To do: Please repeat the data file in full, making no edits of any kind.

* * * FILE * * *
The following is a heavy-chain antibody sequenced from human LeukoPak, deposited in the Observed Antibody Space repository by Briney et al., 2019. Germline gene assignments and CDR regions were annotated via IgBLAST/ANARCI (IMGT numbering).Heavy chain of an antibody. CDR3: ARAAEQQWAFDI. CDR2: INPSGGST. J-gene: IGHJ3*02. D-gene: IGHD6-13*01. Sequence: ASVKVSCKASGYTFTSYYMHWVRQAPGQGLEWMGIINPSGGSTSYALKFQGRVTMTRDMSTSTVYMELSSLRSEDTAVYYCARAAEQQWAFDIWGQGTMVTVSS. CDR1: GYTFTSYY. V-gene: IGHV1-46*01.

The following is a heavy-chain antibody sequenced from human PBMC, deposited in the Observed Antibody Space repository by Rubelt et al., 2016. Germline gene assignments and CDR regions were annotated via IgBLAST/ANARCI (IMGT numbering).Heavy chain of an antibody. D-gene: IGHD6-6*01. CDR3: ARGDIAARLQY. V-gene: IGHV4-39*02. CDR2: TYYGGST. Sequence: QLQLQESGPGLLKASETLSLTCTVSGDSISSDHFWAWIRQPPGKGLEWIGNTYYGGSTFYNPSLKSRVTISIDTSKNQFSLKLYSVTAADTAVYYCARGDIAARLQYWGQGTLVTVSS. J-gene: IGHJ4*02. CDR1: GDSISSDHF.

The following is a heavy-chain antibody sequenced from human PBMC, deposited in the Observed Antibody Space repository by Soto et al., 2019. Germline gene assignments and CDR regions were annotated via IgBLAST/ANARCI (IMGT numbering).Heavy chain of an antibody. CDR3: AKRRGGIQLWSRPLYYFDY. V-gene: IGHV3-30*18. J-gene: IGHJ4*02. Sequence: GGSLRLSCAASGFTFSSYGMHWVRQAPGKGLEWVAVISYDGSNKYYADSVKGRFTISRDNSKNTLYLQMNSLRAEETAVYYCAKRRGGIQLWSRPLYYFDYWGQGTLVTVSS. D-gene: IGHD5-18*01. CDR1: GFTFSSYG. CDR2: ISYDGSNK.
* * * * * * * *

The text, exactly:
The following is a heavy-chain antibody sequenced from human LeukoPak, deposited in the Observed Antibody Space repository by Briney et al., 2019. Germline gene assignments and CDR regions were annotated via IgBLAST/ANARCI (IMGT numbering).Heavy chain of an antibody. CDR3: ARAAEQQWAFDI. CDR2: INPSGGST. J-gene: IGHJ3*02. D-gene: IGHD6-13*01. Sequence: ASVKVSCKASGYTFTSYYMHWVRQAPGQGLEWMGIINPSGGSTSYALKFQGRVTMTRDMSTSTVYMELSSLRSEDTAVYYCARAAEQQWAFDIWGQGTMVTVSS. CDR1: GYTFTSYY. V-gene: IGHV1-46*01.

The following is a heavy-chain antibody sequenced from human PBMC, deposited in the Observed Antibody Space repository by Rubelt et al., 2016. Germline gene assignments and CDR regions were annotated via IgBLAST/ANARCI (IMGT numbering).Heavy chain of an antibody. D-gene: IGHD6-6*01. CDR3: ARGDIAARLQY. V-gene: IGHV4-39*02. CDR2: TYYGGST. Sequence: QLQLQESGPGLLKASETLSLTCTVSGDSISSDHFWAWIRQPPGKGLEWIGNTYYGGSTFYNPSLKSRVTISIDTSKNQFSLKLYSVTAADTAVYYCARGDIAARLQYWGQGTLVTVSS. J-gene: IGHJ4*02. CDR1: GDSISSDHF.

The following is a heavy-chain antibody sequenced from human PBMC, deposited in the Observed Antibody Space repository by Soto et al., 2019. Germline gene assignments and CDR regions were annotated via IgBLAST/ANARCI (IMGT numbering).Heavy chain of an antibody. CDR3: AKRRGGIQLWSRPLYYFDY. V-gene: IGHV3-30*18. J-gene: IGHJ4*02. Sequence: GGSLRLSCAASGFTFSSYGMHWVRQAPGKGLEWVAVISYDGSNKYYADSVKGRFTISRDNSKNTLYLQMNSLRAEETAVYYCAKRRGGIQLWSRPLYYFDYWGQGTLVTVSS. D-gene: IGHD5-18*01. CDR1: GFTFSSYG. CDR2: ISYDGSNK.